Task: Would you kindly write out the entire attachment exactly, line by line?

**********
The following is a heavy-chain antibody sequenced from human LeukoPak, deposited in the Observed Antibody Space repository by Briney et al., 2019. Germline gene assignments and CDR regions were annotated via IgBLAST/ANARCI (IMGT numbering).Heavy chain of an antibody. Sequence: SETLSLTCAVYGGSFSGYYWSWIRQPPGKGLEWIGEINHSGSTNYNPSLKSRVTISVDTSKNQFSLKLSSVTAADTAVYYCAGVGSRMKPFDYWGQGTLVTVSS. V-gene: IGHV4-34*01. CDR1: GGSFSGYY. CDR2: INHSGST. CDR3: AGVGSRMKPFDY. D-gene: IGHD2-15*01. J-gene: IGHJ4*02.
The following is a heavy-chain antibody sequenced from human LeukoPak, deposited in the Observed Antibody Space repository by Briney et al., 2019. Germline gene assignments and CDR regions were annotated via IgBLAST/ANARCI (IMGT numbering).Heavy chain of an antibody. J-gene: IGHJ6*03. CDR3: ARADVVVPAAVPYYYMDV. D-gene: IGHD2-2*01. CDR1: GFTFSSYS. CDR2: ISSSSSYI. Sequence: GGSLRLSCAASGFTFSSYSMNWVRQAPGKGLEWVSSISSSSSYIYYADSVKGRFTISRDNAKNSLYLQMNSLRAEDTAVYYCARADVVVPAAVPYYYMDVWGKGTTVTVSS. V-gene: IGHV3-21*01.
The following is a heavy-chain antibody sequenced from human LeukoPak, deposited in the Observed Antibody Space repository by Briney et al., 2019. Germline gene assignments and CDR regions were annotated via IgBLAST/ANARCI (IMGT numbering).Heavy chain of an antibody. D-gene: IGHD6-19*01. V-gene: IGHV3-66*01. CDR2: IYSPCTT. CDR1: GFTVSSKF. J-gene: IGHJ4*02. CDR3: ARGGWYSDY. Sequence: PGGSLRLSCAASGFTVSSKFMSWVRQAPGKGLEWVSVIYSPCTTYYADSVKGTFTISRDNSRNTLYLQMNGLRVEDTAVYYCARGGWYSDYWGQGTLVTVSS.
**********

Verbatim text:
The following is a heavy-chain antibody sequenced from human LeukoPak, deposited in the Observed Antibody Space repository by Briney et al., 2019. Germline gene assignments and CDR regions were annotated via IgBLAST/ANARCI (IMGT numbering).Heavy chain of an antibody. Sequence: SETLSLTCAVYGGSFSGYYWSWIRQPPGKGLEWIGEINHSGSTNYNPSLKSRVTISVDTSKNQFSLKLSSVTAADTAVYYCAGVGSRMKPFDYWGQGTLVTVSS. V-gene: IGHV4-34*01. CDR1: GGSFSGYY. CDR2: INHSGST. CDR3: AGVGSRMKPFDY. D-gene: IGHD2-15*01. J-gene: IGHJ4*02.
The following is a heavy-chain antibody sequenced from human LeukoPak, deposited in the Observed Antibody Space repository by Briney et al., 2019. Germline gene assignments and CDR regions were annotated via IgBLAST/ANARCI (IMGT numbering).Heavy chain of an antibody. J-gene: IGHJ6*03. CDR3: ARADVVVPAAVPYYYMDV. D-gene: IGHD2-2*01. CDR1: GFTFSSYS. CDR2: ISSSSSYI. Sequence: GGSLRLSCAASGFTFSSYSMNWVRQAPGKGLEWVSSISSSSSYIYYADSVKGRFTISRDNAKNSLYLQMNSLRAEDTAVYYCARADVVVPAAVPYYYMDVWGKGTTVTVSS. V-gene: IGHV3-21*01.
The following is a heavy-chain antibody sequenced from human LeukoPak, deposited in the Observed Antibody Space repository by Briney et al., 2019. Germline gene assignments and CDR regions were annotated via IgBLAST/ANARCI (IMGT numbering).Heavy chain of an antibody. D-gene: IGHD6-19*01. V-gene: IGHV3-66*01. CDR2: IYSPCTT. CDR1: GFTVSSKF. J-gene: IGHJ4*02. CDR3: ARGGWYSDY. Sequence: PGGSLRLSCAASGFTVSSKFMSWVRQAPGKGLEWVSVIYSPCTTYYADSVKGTFTISRDNSRNTLYLQMNGLRVEDTAVYYCARGGWYSDYWGQGTLVTVSS.